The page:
A number of conditions can affect the smooth flow of urine in men. This leaflet will give you a brief explanation of how the urine system in men works, and what can go wrong with it.
The prostate gland
The prostate gland (which in the rest of this leaflet is just called 'the prostate') is located just beneath the bladder. It is only found in men, It makes a fluid that is one of the components of semen. It starts to get bigger after the age of 50. In some men it can become large enough to cause pressure on the urine pipe (urethra) which runs through it. This can result in a number of lower urinary tract symptoms (LUTS).
One of the most troublesome symptoms associated with an enlarged prostate is urinary retention. This means that the urine flow is either reduced to a trickle or stops completely. It can happen suddenly ('acute urine retention') or gradually over time ('chronic urine retention').
Conditions affecting the prostate
Benign prostatic hypertrophy
Most enlargements of the prostate are due to changes which occur as you become older. This is known as benign prostatic hypertrophy. It is called benign because it has nothing to do with cancer. Hypertrophy just means enlargement.
Just because you have an enlarged prostate it does not mean you will have symptoms. Only about a quarter of men with benign prostatic hypertrophy experience problems with their urine flow. Also, it doesn't work out that the larger the prostate the more likely you are to have symptoms. It all depends how much of the gland is pressing on the urethra.
This is a condition in which the prostate becomes infected with a germ (bacterium). It's usually the germs that live in the bowel that are involved. They pass from the skin around the anus into the tube along which urine flows (the urethra) and up into the kidneys. The kidneys, bladder , prostate and urethra together are known as the urinary tract and an infection anywhere along this system is known as a urinary tract infection. Sometimes the infection settles just in the prostate; sometimes other parts of the urinary tract are involved. Anything which slows up urine flow, such as kidney stones or an enlarged prostate, increases the risk of prostate infection.
Less common causes include damage to the prostate during surgery, insertion of a tube (a catheter) to drain the bladder and infection spreading from other areas of the body.
Symptoms may include those of a urine infection, pain in the area of the prostate (anus, testicles, bladder and lower back), a thick discharge from the penis, and a high temperature (fever). Examination by a doctor (by inserting a gloved finger into the back passage) may reveal a tender prostate.
You may need a urine test, X-rays and scans to sort the problem out.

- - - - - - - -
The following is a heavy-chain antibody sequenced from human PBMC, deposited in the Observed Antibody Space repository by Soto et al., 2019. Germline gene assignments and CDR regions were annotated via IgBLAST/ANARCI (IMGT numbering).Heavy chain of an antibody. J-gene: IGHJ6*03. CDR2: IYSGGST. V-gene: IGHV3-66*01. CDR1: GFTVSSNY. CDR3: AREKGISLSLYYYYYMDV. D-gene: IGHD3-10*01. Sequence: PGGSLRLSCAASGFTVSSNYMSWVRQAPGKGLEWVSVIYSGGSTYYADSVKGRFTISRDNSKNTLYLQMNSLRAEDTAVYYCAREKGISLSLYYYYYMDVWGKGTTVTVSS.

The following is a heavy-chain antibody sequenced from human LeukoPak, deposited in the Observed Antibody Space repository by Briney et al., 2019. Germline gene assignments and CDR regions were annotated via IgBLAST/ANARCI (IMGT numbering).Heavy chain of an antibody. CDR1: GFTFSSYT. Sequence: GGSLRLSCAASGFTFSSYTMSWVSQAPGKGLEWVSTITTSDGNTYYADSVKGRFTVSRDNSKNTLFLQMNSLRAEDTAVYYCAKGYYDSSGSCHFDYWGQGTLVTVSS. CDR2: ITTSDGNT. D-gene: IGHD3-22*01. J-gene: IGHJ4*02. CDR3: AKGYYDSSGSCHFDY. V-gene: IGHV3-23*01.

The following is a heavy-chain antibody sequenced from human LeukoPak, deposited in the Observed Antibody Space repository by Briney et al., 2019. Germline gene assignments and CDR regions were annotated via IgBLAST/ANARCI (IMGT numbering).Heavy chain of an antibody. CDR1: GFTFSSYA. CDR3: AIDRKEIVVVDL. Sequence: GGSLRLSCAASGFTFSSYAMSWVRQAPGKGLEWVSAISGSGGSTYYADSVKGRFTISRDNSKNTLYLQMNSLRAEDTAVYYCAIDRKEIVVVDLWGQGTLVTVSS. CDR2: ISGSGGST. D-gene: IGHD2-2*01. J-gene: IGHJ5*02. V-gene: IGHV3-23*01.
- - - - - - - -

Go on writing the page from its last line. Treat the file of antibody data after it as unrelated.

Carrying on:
Usually a course of antibiotics clears the infection. You might need some painkillers and laxatives to soften the stools (faeces).
Occasionally, the infection doesn't clear with treatment and a condition called chronic prostatitis develops (see below). Other complications may include sudden stoppage of the urine (acute urinary retention) and prostate abscess.
Chronic prostatitis is the term usually used when symptoms of prostatitis last longer than three months. There are two types:
Chronic bacterial prostatitis results from the germ causing acute prostatitis not completely clearing with antibiotics. If you develop chronic bacterial prostatitis you may keep having urinary tract infections, with pain passing urine and with frequency. You may also have pain in the prostate, with discomfort at the base of the penis, anus, pubic bone and lower back. In between flare-ups, you may continue to have mild pain and urine symptoms. Antibiotics tend to improve the symptoms but unless they clear the original infection, further flare-ups may occur.
Chronic non-bacterial prostatitis/chronic pelvic pain syndrome (CPPS)
Symptoms are similar to bacterial prostatitis except there are no germs in the prostate.
No one is sure what causes it. Theories include infection of the prostate gland with an unidentified germ, a problem with the nerve supply to the prostate gland, problems with the immune system, or inflammation from urine being squirted in the wrong direction. It's not even sure if the prostate gland is involved, so some doctors prefer to use the term 'chronic pelvic pain syndrome', abbreviated to CPPS.
Usually a doctor will examine your prostate gland (by putting a gloved finger into the back passage). You will also need a urine test and possibly a kidney scan to check for underlying causes. You may also need other tests to rule out other causes of your symptoms. This may involve a trip to a specialist to have a prostate massage. Gentle massage of the prostate through the back passage squeezes fluid which then comes out of the urethra for testing.